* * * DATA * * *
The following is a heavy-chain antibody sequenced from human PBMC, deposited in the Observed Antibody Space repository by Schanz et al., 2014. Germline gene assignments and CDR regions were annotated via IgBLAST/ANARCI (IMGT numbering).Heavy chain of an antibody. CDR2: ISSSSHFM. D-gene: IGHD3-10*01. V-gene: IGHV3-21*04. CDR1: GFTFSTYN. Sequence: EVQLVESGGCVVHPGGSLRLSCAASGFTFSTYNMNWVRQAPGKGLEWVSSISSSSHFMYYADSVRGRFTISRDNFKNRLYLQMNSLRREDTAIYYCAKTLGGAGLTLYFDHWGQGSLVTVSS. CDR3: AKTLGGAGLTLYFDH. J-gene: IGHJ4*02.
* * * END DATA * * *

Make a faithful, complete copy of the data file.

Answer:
The following is a heavy-chain antibody sequenced from human PBMC, deposited in the Observed Antibody Space repository by Schanz et al., 2014. Germline gene assignments and CDR regions were annotated via IgBLAST/ANARCI (IMGT numbering).Heavy chain of an antibody. CDR2: ISSSSHFM. D-gene: IGHD3-10*01. V-gene: IGHV3-21*04. CDR1: GFTFSTYN. Sequence: EVQLVESGGCVVHPGGSLRLSCAASGFTFSTYNMNWVRQAPGKGLEWVSSISSSSHFMYYADSVRGRFTISRDNFKNRLYLQMNSLRREDTAIYYCAKTLGGAGLTLYFDHWGQGSLVTVSS. CDR3: AKTLGGAGLTLYFDH. J-gene: IGHJ4*02.